Thursday, April 23, 2015

First Listen, Part One: New Releases for April 21

This is a ridiculously busy new release week, so let's just go through what we can today, and we'll get to the rest tomorrow.

The Ballroom Thieves - The Wolf in the Doorway: Ken sent this over to me saying he felt it was too Lumineers for his taste, but I can't really agree. Yes, it's got hints of the sort of strident folk/rock hybrids that have been so pervasive in the music culture as of late, but the only real negative thing I can say about this debut is that they don't do enough to set themselves apart. They come across a lot like The Wind and the Wave without being so aggressive, or perhaps a less interesting Civil Wars, and, while being good is fine and all, it misses the mark in possibly being great on first listen. Definitely take a flyer on this, though, it may have a lot of growth potential.

They Might Be Giants - Glean: I'm perfectly within the wheelhouse of who should be a fan of TMBG. Still, maybe I'm just a little too young to have really remembered when Flood was a big deal, or a little too old to have rediscovered them at the right time. Glean, to me, sounds like a TMBG album in all its awkward glory. It has songs I like, and songs that didn't leave any impression on me. That's largely how I've felt about everything I've listened to with them over the years, and there's nothing wrong with the music equivalent of warm blankets. Worth a listen if you're a fan, probably won't change your mind if you're not.

Turbo Fruits - No Control: Retro sounds are in right now, too, and this is the first Turbo Fruits album I've heard and I'm shocked at how 80s rock (you know, the kind that wasn't all synth and/or reverb) it is at times. It's really there in terms of scratching that particular itch I didn't know I had, and while I could nitpick here and there, this is overall a fairly fun album overall and worth a turn in your new release rotation.

Alabama Shakes - Sound and Color: I know that Alabama Shakes was the Great New Thing a couple years ago, but I could never really get into them. Not sure what it was, perhaps it was a little too bluesy for my liking. The new album, though? Super ambitious, doesn't really stick to any specific genre, and then ends up being really great as a result. It's absolutely one of the most musically interesting albums I've heard this year, and if it has some staying power, might end up being one of my favorites. This is an absolutely mandatory listen this week - it might not do anything for you, but it deserves your time for sure.

Nicki Bluhm and the Gramblers - Love Wild Lost: I got into Nicki Bluhm when her last album came out, and it's the sort of accessible roots stuff I like. The new album feels a little more polished than their other efforts, and that's not always a bad thing here. Overall, no songs jump out at me just yet (especially in a crowded release week), but this is still a good effort from a group that deserves more attention than they've been getting.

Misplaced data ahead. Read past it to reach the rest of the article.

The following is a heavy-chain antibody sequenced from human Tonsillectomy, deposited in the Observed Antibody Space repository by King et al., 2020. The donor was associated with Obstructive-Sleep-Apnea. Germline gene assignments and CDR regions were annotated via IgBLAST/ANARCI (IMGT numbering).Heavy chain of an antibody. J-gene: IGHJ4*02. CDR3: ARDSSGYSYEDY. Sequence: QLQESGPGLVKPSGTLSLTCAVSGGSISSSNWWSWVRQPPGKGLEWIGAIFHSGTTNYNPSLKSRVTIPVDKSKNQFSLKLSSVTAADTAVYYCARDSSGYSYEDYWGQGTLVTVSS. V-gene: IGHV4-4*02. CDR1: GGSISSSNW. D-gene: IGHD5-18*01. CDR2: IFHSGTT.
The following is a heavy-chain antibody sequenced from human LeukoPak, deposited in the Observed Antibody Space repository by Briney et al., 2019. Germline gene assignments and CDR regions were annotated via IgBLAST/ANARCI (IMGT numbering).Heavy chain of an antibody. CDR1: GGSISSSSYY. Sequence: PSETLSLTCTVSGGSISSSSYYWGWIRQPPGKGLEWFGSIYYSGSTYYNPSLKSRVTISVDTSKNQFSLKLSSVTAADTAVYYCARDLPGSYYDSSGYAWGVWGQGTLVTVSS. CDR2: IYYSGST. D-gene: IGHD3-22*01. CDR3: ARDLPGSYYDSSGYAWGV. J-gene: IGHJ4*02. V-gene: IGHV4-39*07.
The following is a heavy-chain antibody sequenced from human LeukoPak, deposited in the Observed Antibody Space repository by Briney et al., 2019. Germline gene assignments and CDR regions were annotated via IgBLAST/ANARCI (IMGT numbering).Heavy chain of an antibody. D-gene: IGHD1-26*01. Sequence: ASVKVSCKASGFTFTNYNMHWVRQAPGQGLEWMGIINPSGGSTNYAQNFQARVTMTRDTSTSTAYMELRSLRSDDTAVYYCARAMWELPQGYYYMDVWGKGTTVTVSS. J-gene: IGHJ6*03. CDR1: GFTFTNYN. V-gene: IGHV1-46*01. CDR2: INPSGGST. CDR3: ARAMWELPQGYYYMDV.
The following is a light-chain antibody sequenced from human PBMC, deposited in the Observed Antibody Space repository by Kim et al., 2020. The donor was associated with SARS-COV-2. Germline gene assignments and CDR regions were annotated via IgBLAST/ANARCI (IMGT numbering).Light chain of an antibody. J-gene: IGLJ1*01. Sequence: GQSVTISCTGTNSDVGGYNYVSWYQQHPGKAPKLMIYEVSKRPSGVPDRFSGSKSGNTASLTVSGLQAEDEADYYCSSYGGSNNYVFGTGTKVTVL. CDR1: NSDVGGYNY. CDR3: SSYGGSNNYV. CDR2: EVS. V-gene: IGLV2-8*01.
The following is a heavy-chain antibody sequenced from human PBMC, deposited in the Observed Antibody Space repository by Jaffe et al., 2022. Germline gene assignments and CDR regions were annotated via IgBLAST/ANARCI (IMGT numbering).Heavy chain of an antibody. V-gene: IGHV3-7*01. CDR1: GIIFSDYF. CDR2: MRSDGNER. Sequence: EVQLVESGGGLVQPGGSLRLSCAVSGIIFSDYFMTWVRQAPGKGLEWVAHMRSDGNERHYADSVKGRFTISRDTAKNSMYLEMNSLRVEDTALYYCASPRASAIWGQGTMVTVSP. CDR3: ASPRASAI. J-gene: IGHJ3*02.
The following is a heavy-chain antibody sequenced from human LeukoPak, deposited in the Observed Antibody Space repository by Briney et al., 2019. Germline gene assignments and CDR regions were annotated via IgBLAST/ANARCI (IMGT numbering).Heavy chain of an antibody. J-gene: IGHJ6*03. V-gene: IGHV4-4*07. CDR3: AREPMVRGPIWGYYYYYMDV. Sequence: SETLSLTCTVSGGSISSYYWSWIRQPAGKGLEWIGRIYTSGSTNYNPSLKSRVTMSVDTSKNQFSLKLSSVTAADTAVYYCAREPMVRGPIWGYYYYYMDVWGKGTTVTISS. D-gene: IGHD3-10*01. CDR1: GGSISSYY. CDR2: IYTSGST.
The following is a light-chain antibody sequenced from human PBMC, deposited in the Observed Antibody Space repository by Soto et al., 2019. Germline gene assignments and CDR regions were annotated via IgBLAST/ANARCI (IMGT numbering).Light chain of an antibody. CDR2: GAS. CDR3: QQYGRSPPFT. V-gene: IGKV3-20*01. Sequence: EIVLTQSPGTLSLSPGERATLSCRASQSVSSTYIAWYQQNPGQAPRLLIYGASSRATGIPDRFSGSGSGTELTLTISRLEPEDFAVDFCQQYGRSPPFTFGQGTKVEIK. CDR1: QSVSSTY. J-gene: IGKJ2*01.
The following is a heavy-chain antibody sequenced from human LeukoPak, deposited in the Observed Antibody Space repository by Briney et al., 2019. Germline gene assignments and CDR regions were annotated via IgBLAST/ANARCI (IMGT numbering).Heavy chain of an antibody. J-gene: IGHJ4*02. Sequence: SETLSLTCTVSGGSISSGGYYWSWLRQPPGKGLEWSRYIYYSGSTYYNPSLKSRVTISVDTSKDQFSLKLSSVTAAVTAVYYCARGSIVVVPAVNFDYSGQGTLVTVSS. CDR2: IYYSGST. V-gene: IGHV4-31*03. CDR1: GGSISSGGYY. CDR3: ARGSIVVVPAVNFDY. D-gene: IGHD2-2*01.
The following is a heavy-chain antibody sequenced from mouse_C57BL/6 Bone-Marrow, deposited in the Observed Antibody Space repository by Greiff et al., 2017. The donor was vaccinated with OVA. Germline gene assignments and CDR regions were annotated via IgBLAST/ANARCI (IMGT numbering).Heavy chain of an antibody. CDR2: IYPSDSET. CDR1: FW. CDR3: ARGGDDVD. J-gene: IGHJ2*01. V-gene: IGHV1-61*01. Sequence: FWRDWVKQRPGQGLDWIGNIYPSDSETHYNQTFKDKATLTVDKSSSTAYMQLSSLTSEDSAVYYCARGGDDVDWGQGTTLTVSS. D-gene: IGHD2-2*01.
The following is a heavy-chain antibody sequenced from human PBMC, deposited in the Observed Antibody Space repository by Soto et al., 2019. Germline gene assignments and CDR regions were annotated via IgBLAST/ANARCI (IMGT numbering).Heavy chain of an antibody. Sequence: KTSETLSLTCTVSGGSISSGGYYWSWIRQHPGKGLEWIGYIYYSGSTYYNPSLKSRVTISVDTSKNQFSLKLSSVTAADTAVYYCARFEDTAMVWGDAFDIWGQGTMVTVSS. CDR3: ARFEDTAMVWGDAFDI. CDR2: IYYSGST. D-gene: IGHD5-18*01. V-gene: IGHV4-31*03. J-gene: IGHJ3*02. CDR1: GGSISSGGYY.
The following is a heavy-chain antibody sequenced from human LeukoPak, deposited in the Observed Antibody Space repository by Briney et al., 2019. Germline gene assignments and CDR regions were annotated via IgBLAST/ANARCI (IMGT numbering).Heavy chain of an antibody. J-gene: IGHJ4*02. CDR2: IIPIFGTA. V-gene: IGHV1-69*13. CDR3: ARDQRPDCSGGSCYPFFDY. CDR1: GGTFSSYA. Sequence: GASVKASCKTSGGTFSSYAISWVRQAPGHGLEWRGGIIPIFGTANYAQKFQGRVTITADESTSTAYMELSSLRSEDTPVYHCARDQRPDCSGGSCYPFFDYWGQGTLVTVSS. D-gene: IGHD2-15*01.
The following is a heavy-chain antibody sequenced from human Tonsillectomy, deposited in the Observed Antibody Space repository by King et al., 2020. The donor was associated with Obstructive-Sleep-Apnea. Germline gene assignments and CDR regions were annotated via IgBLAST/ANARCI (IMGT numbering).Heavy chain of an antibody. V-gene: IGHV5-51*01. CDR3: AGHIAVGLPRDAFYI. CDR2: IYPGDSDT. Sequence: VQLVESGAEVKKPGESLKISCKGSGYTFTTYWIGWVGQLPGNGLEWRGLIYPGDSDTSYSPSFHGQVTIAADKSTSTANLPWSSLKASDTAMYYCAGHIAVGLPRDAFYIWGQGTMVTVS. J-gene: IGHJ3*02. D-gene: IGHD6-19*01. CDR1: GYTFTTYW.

The Charlatans - Modern Nature: On first listen, this album really felt like a bit of a downer. Reading up a bit afterward, I then learned that the band lost their drummer to brain cancer, which is probably why the first album since that lost has such a somber tone. I feel like I'm always confusing this band with another group, though, and that confusion isn't entirely changed with this album, either. This is probably a more complicated album than one listen can ultimately offer, on a whole.

Speedy Ortiz - Foil Deer: I'm not sure we've written more about many bands other than Speedy Ortiz. A favorite here, I'm continually surprised as their consistency and how fully-formed they've been since their first official releases. The new album is just as high-quality as everything else they've put out; a great blend of 90s-style indie/alt-rock with some modern sensibilities, and, at this point, I'm just waiting impatiently for them to catch fire everywhere else so that they can enjoy the fame and riches they deserve. Easily one of the best albums of this week, plenty of quality songs on the album (I'm partial to "Puffer" right now), and it's just a great listen. Highly recommended.

Joywave - How Do You Feel Now: I don't remember how Joywave ended up on my radar, but in terms of fun albums so far, this one is pretty great. It's not a party record or an electro record, but more like an indie electro-rock record with clear influences from all those areas. Is it breaking any new ground? No, but this is the type of album I know I personally just keep putting on when I'm looking for something to groove to. Absolutely worth your time this week.

Lili K - Ruby: Those of a certain age will remember when Joss Stone hit the scene. Much of it was due to her version of "Fell in Love With a Girl" by The White Stripes, but much of it was also because of her take on the more jazzy/soul stuff that hit the popular radio during that time. I see Lili K in a similar light, fairly or not, as a sort of R&B singer that's hitting at a really specific time and could probably catch fire in the right areas. I'll be honest - this definitely isn't for me, but if the jazz or jazzy-R&B music hits you in the right spot, you should give this a listen.

We'll have the rest of the new releases tomorrow, including the new Mavis Staples EP, Passion Pit, Great Lake Swimmers, Built to Spill, and more.

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